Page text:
Bringing Low-income Women into the Conversation on Abortion
The “Abortion Access and Public Funding” issue of Conscience had a personal meaning for me (Vol. XXXVI, No. 2). When I was 22 years old, I found myself pregnant and alone in Long Beach, California. I was low income at the time and completing the last credits of my bachelor’s degree. The man involved refused to put a cent towards my abortion, my prenatal care or my potential child’s life. After praying and deliberating, I decided to have an abortion. But then I faced another challenge: How would I pay for the procedure?
The current abortion debate in the US is fixated on the prochoice/prolife binary, with most US politicians preoccupied with the “moral costs” of terminating a pregnancy. Yet for low-income women, the financial costs of abortion are often the most stressful, shameful and spirit-crushing aspects of undergoing the procedure. For nearly 40 years, the Hyde Amendment has barred federal Medicaid funds from covering abortion procedures—a discriminatory provision that has harmed millions of American women. I want to applaud Conscience for bringing us low-income women into the conversation and delving into the economic realities of having an abortion.
As a 22-year-old facing an unintended pregnancy, I did not know the Hyde Amendment existed, nor did I know that California allocated MediCal funds for abortion procedures. In the weeks leading up to my abortion, I counted my laundry quarters and sorted items in my apartment that I would be able to pawn. I also had to fend off a man who was not only adamant about not providing any funding for the procedure, but who was also becoming more aggressive, trying to exert his control over my decision. The staff at Planned Parenthood alerted me to MediCal, and a social worker with California’s Department for Public Social Services guided me through the arduous process of obtaining the emergency funds. I almost had to reschedule my abortion procedure, as I did not know I would be able to fully cover the cost until 24 hours before. It might not have happened without public assistance.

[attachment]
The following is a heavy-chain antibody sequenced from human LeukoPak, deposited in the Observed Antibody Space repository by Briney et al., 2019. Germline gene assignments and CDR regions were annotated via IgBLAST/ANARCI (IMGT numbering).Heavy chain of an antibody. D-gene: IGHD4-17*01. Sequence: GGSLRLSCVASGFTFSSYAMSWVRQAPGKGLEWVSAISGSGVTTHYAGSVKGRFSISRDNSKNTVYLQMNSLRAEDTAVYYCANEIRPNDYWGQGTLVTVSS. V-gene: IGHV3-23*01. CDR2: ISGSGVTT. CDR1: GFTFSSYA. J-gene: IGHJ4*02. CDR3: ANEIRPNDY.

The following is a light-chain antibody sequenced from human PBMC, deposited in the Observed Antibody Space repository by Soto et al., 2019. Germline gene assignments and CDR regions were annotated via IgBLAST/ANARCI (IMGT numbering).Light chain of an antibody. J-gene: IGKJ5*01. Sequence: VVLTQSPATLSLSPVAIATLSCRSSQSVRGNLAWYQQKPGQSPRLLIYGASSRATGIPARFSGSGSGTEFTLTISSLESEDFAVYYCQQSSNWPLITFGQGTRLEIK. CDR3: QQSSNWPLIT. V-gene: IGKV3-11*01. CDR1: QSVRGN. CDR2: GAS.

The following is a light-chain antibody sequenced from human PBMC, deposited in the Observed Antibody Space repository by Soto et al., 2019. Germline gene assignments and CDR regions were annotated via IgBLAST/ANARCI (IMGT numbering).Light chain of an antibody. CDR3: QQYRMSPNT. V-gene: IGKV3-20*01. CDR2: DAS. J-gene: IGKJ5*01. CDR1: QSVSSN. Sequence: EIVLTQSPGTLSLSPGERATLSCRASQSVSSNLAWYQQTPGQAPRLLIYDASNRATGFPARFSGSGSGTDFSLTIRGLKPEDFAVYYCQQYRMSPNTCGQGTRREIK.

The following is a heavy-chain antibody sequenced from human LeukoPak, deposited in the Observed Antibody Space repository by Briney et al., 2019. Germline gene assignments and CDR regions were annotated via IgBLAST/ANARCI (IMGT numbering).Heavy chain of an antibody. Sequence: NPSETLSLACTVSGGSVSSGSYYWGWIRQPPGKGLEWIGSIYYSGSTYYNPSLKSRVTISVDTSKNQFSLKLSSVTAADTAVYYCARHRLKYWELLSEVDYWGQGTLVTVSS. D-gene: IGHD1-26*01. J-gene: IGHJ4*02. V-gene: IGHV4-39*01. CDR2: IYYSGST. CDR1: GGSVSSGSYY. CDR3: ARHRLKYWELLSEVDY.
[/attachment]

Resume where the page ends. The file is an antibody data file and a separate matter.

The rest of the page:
For many American women, abortion is not a right. Medicaid and insurance coverage bans on abortion erase that choice for low-income women; for women who are involved in abusive relationships; for teenage girls and young women who cannot tell their parents and need full confidentiality in their decision. As Catholics, we are called to help—not turn our backs on—those who are most in need. If reproductive justice is social justice, then activists and politicians, Catholic and non-Catholic alike, must also focus on making reproductive healthcare affordable and equally accessible for all American women.
MFA Fiction Candidate
Newark, New Jersey